My travels around the world


 


My pages about Malaysia
Mount Kinabalu Sukau
Kundasang Libaran Island
Poring Hot Springs Selingan Island
Going to Sukau Karambunai

Roundtrip Borneo, June 2004

Going to Sukau

Leaving the Kinabalu Mountain Lodge
Leaving the Kinabalu Mountain Lodge

Goood morning! It is still very early morning, as we got up at 6 o'clock today. Phew, I am still feeling very sleepy. Today is going to be a travel day, so we had to pack up our suitcases again and get ready for a day on the road. Our end destination for the day Sukau!

At 7:30 we were ready to go! The minibus was waiting for us and it was time to say goodbye to the Kinabalu Mountain Lodge. I had some incredible days here, but it is time to pack up, say goodbye and get on the road again.... we have lots of new things are ahead of us!

On the road

On the road to Sukau
On the road to Sukau

We all got in the minivan, and off we went. We are having a long day ahead of us, with at least 4 hours of solid driving. Add to that the stops on the way, you can imagine how I felt after a day in the car. But it still was fun to look outside the window and enjoy the views. The rainforest, the little villages, the rivers, I enjoyed it all.

It's a looooong drive

Okay, I have to admit it.... after a while we all got boooored in the van. Trees... trees.... and more trees and the monotonous sound of the car engine. The landscape was still great, but from a little car window it can get a bit too much of the same thing. Instead we started doing crazy with the camera, hahaha, but I'll spare you all of those nonsense pictures ;-))

The road was rather okay though, as you can see in the picture. But especially halfway the trip there were lots of road constructions..... in other words, very BUMPY roads. But at least we gradually got exposed to those, hahaha, so we had a chance to slowly get used to them.

It's a looooong drive
It's a looooong drive

Suspension bridge at Maputang village

Suspension bridge at Matupang village
Suspension bridge at Matupang village

Aaah, finally time to get out of the car and stretch our legs! And at a fun location as well! We made a stop at the Suspension Bridge at Matupang village. The Suspension Bridge wasn't that enormously high above the river, hahaha, as you can clearly see on the smile on my face. I was just 'slightly' worried this time to walk on the bridge. This one was much better than the one at Poring Hot Spring, where I walked high above in the tree tops!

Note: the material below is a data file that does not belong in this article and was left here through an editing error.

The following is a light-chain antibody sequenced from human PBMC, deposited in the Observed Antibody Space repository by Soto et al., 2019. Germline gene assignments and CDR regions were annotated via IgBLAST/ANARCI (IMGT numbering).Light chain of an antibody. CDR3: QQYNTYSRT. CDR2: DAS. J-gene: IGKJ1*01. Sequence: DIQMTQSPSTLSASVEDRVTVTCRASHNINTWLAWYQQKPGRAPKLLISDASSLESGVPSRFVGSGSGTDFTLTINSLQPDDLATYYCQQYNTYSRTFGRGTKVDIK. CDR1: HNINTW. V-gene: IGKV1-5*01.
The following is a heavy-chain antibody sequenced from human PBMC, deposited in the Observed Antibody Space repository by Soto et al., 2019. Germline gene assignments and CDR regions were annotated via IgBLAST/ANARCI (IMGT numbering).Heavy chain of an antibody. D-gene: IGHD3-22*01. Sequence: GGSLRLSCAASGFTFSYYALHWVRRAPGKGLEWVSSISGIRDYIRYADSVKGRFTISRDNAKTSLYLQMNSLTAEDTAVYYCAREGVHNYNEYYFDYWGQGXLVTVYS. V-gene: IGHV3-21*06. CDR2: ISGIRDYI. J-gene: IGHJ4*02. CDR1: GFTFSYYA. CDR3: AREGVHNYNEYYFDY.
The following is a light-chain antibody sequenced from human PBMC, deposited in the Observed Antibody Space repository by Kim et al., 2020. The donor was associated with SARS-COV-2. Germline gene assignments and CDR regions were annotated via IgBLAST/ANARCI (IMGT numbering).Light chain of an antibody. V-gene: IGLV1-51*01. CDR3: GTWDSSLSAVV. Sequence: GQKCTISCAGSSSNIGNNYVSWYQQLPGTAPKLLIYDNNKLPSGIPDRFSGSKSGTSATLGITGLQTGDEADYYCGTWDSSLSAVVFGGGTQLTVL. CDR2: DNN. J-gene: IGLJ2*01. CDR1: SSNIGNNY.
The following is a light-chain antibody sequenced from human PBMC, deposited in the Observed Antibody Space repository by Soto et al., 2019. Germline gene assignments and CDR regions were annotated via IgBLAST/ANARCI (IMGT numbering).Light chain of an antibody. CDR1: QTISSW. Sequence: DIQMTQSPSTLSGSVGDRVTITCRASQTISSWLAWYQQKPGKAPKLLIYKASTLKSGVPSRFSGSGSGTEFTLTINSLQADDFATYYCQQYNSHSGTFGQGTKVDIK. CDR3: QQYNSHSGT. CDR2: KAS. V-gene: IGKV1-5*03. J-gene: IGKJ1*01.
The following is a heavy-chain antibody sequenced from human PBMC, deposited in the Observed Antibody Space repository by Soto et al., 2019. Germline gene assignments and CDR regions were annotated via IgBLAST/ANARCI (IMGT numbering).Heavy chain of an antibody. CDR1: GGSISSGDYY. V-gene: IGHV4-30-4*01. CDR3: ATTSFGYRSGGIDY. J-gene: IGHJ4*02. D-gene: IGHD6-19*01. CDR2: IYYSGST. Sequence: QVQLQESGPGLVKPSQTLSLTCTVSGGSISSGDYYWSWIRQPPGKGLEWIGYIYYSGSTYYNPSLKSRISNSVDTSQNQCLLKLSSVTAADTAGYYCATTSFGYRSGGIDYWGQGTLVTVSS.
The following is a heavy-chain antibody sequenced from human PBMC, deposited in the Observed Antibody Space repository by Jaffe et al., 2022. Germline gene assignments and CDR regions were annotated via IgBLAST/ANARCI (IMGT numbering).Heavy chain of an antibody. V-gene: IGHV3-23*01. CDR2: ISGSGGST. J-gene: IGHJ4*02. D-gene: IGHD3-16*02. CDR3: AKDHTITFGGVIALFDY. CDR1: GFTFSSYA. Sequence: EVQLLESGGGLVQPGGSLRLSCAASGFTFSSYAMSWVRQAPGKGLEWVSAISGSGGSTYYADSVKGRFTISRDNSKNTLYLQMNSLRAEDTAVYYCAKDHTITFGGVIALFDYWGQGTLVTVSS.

Here I am showing off my that I 'dare' to walk on the bridge :-)) The bridge crosses the river and is an important connection to a little village on the other side of the river. When we all got in the car again, I just saw some locals crossing the bridge. It was a cute sight seeing two little kids on the bridge. But unfortunately they were still too far away for me to capture them with my camera.

Suspension bridge at Matupang village
Suspension bridge at Matupang village

In the minibus again

The minibus
The minibus

Let's all get in the minibus again! The minibus was actually a rather comfortable way of transportation. And as we were only with a group of three (+driver and guide) we had plenty of space for ourselves and our luggage. Normally the groups are much bigger and you will have a big (normal) bus instead.

Halfway; another break to enjoy the view

Viewpoint at Mangkadait
Viewpoint at Mangkadait

When we were about halfway our trip we made another stop. This time it was at Mangkadait at the border of the Sandakan division. We stopped at a bridge from where we had a great view over the surrounding landscape. It was impressive to see the vast forest, stretching out in every direction. In the distance I could see some mountain peaks stick up out of the clouds. Just a few moments here, hanging over a railing, enjoying the view. But a few moments that are in my memory for ever. Sabah is so beautiful!

Entering plantation country

Entering plantation country
Entering plantation country

After entering the Sandakan division we seemed to have entered plantation country. You can't imagine the vastness of this area! It is plantation after plantation, the area seems to be endless! No wonder that Malaysia is the biggest producer of palm oil in the world, producing about 50% of the world's supply of palm oil.

Going to Sukau

Palmoil truck
Palmoil truck